Yesterday, Stack Exchange Inc released a "network policy regarding AI Generated content". I encourage you to read it in full. A quick summary:
- According to internal analysis, moderators have misdiagnosed cases of users contributing AI-generated content.
- Internal evidence also leads the company to believe "there have been biases for or against residents of specific countries".
- Moderators have been given a strict standard (not spelled out publicly) for determining when a post has been "AI-authored".
- Most of the suspensions handed out by moderators would not have happened if these standards were already in place.
- GPT detectors (algorithms designed to detect these posts) are not considered reliable because of their high false positive rate.
- Moderators may continue to act on users with a pattern of low-quality posts.
- This policy did not follow the new moderator agreement policy change policy.
It's looking like at least some of the moderators on the Stack Exchange network are discussing a possible strike. While it's been relatively quiet since a number of moderators resigned three years ago, the company has once again shown it does not trust its volunteer moderators. This time moderators don't intend to resign, but rather stop engaging with the network.
It's also looking as if the volunteer-operated spam-protection systems are also going on strike. This would have a rather large and immediate impact on the network.
A key paragraph in the policy:
We recently performed a set of analyses on the current approach to AI-generated content moderation. The conclusions of these analyses strongly indicate to us that AI-generated content is not being properly identified across the network, and that the potential for false-positives is very high.
Having consulted on an investigation of a user who (probably) used GPT to generate a good deal of content, not to mention many sock puppet investigations, I have a hard time imagining an analysis that would result in this level of confidence in this conclusion. I can easily imagine looking at an individual suspension and having a low confidence that the moderator correctly diagnosed the situation.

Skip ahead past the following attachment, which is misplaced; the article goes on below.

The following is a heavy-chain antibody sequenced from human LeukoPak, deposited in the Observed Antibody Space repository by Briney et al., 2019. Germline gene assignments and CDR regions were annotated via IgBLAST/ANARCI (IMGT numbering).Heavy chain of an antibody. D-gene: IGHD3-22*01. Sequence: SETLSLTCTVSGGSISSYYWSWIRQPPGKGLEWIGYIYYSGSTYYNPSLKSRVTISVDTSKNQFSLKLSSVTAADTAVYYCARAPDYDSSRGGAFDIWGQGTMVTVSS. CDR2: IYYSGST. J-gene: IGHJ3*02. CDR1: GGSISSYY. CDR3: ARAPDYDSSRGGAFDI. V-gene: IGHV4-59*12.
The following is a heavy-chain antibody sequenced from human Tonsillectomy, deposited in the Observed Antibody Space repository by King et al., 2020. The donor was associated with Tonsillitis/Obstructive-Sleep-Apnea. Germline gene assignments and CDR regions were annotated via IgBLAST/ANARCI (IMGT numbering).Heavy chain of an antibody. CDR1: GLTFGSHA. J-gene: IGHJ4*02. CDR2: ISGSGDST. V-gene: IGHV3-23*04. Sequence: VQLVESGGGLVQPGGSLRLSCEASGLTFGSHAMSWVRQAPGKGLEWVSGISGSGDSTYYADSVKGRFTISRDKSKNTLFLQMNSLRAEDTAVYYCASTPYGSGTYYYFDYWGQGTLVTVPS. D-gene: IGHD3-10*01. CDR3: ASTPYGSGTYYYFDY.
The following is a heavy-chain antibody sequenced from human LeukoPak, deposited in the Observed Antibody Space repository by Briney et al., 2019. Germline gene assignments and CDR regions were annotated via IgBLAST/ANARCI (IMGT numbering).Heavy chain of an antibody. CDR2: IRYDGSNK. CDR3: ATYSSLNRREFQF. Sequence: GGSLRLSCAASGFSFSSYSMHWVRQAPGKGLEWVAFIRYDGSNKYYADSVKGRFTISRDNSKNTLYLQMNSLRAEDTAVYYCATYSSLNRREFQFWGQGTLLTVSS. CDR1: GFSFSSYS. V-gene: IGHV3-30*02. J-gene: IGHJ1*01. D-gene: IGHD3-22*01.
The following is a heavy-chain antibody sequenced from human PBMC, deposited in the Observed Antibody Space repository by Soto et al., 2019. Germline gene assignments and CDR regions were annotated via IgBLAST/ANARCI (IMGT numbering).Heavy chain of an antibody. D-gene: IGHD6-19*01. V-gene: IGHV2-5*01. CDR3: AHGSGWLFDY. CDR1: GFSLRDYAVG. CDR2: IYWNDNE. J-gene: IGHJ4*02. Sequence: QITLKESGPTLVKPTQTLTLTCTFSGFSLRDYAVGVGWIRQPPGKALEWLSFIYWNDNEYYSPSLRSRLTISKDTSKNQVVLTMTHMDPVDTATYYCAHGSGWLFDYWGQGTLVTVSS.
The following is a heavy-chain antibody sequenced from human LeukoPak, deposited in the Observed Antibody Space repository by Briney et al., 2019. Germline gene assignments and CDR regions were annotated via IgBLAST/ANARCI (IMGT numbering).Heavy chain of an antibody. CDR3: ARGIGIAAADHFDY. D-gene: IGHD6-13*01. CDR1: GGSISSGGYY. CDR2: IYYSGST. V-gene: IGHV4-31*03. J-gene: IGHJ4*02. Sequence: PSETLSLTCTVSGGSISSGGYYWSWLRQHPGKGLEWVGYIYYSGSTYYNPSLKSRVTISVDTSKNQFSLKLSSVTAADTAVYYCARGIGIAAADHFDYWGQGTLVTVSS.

We know that huge numbers of people are currently experimenting with ChatGPT and similar tools. It would be really surprising if there weren't a large number of people applying these tools to answer questions on Stack Overflow. After the CEO of the company pumped AI on the blog, well, I'd be shocked, shocked to find that ChatGPTing is going on in here.
But individual cases are . . . messy. Maybe that user who suddenly writes so well has discovered Grammarly. Perhaps the bizarre logic errors were just the result of answering too quickly. That made up "fact"? Hadn't they said they read it somewhere, but don't recall the source? Even people who are using ChatGPT edit their answers to fix errors and isn't that a sign they are using it as a tool to provide faster responses? Unless you are sitting right next to them as they type out the answers, it's really hard to be certain.
And this is where human (and dare I say expert) judgment comes into play. It's not just moderator judgment either. Regular users flag suspicious posts and there's a whole review system. In my experience, multiple moderators are involved before suspensions are handed out. It's not as simple as it looks on the surface and it's troubling that upper leadership on Stack Overflow still fails to understand what they have.
AOL (of disc-in-the-mail fame) had a Community Leader program that was investigated by the Department of Labor. The company eventually settled a class-action lawsuit. The question was not settled, but there is a chance companies who treat volunteer moderators as employees could be required to pay them. It's a concern I have with College Confidential moderators too. I've had moderators resign because they disagree with top-down policies, but that's never my preference. Communities only have value when their members are given agency.
There are legitimate concerns about moderation surrounding ChatGPT and similar technologies. This particular policy seems heavy-handed and ill-conceived. It's always better to talk with moderators directly about these problems rather than impose a policy on short notice. There's perhaps time for the company to correct this, but not much time. Things are moving quickly and I somehow suspect the company won't be ready for what comes next.
If you want to talk with me about community management schedule a meeting!